| Therapeutic Dosages
| Therapeutic Uses
| What Is the Scientific Evidence for Manganese?
| Safety Issues
| Interactions You Should Know About
Our bodies contain only a very small amount of manganese, but this metal is important as a constituent of many key enzymes. The chemical structure of these enzymes is interesting: large protein molecules cluster around a tiny atom of metal.
Manganese plays a particularly important role as part of the natural antioxidant enzyme superoxide dismutase (SOD), which helps fight damaging free radicals. It also helps energy metabolism, thyroid function, blood sugar control, and normal skeletal growth.
The official US recommendations for daily intake of manganese are as follows:
- 0-6 months: 0.003 mg
- 7-12 months: 0.6 mg
- 1-3 years: 1.2 mg
- 4-8 years: 1.5 mg
- 9-13 years: 1.9 mg
- 14-18 years: 2.2 mg
- 19 years and older: 2.3 mg
- 9-18 years: 1.6 mg
- 19 years and older: 1.8 mg
- Pregnant women: 2 mg
- Nursing women: 2.6 mg
The absorption of manganese may be impaired by simultaneous intake of antacids or calcium or iron supplements.
The best sources of dietary manganese are whole grains, legumes, avocados, grape juice, chocolate, seaweed, egg yolks, nuts, seeds, boysenberries, blueberries, pineapples, spinach, collard greens, peas, and green vegetables.
A typical dosage used in studies on manganese is 3 to 6 mg daily. It is sometimes recommended at a much higher dose of 50 to 200 mg daily for 2 weeks following a muscle sprain or strain, but this dosage exceeds recommended safe intake levels (see Safety Issues).
Because manganese plays a role in bone metabolism, it has been suggested as a treatment for
, a condition in which bone mass deteriorates with age. However, we have no direct evidence that manganese is helpful, except perhaps in combination with other minerals.
One small but rigorous study suggests that making sure to get enough manganese may help control symptoms of
dysmenorrhea (menstrual pain)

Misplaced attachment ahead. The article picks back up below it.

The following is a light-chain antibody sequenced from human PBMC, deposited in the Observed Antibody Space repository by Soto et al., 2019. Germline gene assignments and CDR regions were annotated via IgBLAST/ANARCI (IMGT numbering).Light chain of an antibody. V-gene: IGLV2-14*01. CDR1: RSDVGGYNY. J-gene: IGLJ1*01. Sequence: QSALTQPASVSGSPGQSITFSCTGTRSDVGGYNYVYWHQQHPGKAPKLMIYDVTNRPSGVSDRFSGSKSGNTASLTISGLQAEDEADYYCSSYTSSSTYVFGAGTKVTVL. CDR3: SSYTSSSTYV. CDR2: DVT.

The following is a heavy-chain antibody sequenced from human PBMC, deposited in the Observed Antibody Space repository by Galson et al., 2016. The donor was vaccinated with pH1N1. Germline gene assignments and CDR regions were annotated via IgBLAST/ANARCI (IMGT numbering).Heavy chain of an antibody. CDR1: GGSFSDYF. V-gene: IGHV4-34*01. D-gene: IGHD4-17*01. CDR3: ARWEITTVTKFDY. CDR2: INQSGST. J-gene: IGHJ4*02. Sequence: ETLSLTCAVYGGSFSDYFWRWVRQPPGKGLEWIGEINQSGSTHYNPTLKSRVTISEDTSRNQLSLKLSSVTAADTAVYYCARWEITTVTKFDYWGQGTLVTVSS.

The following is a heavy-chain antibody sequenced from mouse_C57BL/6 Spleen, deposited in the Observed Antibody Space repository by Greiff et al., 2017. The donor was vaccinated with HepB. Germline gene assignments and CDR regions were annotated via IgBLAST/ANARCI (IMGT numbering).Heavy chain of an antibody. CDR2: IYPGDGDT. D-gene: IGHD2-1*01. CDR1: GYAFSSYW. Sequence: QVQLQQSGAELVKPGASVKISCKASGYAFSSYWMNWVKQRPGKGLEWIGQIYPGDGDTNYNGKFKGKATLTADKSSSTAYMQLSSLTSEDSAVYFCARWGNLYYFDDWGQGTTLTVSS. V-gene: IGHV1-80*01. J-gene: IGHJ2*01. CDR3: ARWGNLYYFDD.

Manganese has also been suggested for the treatment of
muscle strains and sprains
but there is no reliable evidence as yet to indicate that it actually helps.
have lower-than-normal levels of manganese in their blood.
This suggests (but definitely doesn't prove) that manganese supplements might be useful for these conditions. Unfortunately, the studies that could prove or disprove this idea haven't been performed.
What Is the Scientific Evidence for Manganese?
Although manganese is known to play a role in bone metabolism, there is no direct evidence that manganese supplements can help prevent
. However, one
double-blind placebo-controlled study
suggests that a combination of minerals including manganese may be helpful.
Fifty-nine women took either placebo,
(1,000 mg daily), or calcium plus a daily mineral supplement consisting of 5 mg of manganese, 15 mg of zinc, and 2.5 mg of copper. After 2 years, the group receiving calcium plus minerals showed better bone density than the group receiving calcium alone. But this study doesn't tell us whether it was the manganese or the other minerals that made the difference.
Dysmenorrhea (Menstrual Pain)
One very small, but well-designed and carefully conducted double-blind study suggested that 5.6 mg of manganese daily might ease
In the same study, a lower dosage of 1 mg daily
Manganese is thought to be safe when taken by adults at a dose of 11 mg daily or less. The maximum safe dosage of manganese for pregnant or nursing women has also been established as 11 mg daily, or 9 mg if 18 years old or younger.
Very high exposure to manganese (due either to environmental pollution or manganese mining) has resulted in a serious psychiatric disorder known as "manganese madness."
Interactions You Should Know About
If you are taking:
- Iron, copper, zinc, magnesium,
You may need extra manganese, and vice versa.
- Antacids: You may also need extra manganese.